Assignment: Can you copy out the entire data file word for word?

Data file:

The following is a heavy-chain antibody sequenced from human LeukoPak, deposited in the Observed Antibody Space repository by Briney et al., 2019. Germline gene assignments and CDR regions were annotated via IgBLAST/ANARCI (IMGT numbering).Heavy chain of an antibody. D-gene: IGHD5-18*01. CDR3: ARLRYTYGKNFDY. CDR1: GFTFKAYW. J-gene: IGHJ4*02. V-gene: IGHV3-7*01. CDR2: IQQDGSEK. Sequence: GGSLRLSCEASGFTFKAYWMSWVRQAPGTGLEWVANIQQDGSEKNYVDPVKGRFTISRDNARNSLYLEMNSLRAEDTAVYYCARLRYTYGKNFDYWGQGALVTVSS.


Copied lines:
The following is a heavy-chain antibody sequenced from human LeukoPak, deposited in the Observed Antibody Space repository by Briney et al., 2019. Germline gene assignments and CDR regions were annotated via IgBLAST/ANARCI (IMGT numbering).Heavy chain of an antibody. D-gene: IGHD5-18*01. CDR3: ARLRYTYGKNFDY. CDR1: GFTFKAYW. J-gene: IGHJ4*02. V-gene: IGHV3-7*01. CDR2: IQQDGSEK. Sequence: GGSLRLSCEASGFTFKAYWMSWVRQAPGTGLEWVANIQQDGSEKNYVDPVKGRFTISRDNARNSLYLEMNSLRAEDTAVYYCARLRYTYGKNFDYWGQGALVTVSS.